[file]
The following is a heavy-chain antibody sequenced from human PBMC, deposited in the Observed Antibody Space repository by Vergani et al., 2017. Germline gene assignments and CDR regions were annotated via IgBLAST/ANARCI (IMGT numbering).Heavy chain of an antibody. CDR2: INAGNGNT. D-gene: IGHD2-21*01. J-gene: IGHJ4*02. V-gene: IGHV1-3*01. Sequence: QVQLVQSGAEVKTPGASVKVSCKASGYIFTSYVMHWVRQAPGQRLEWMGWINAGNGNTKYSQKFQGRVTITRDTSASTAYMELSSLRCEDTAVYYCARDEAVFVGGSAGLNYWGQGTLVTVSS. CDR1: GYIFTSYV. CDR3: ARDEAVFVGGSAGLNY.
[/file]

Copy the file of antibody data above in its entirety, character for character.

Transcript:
The following is a heavy-chain antibody sequenced from human PBMC, deposited in the Observed Antibody Space repository by Vergani et al., 2017. Germline gene assignments and CDR regions were annotated via IgBLAST/ANARCI (IMGT numbering).Heavy chain of an antibody. CDR2: INAGNGNT. D-gene: IGHD2-21*01. J-gene: IGHJ4*02. V-gene: IGHV1-3*01. Sequence: QVQLVQSGAEVKTPGASVKVSCKASGYIFTSYVMHWVRQAPGQRLEWMGWINAGNGNTKYSQKFQGRVTITRDTSASTAYMELSSLRCEDTAVYYCARDEAVFVGGSAGLNYWGQGTLVTVSS. CDR1: GYIFTSYV. CDR3: ARDEAVFVGGSAGLNY.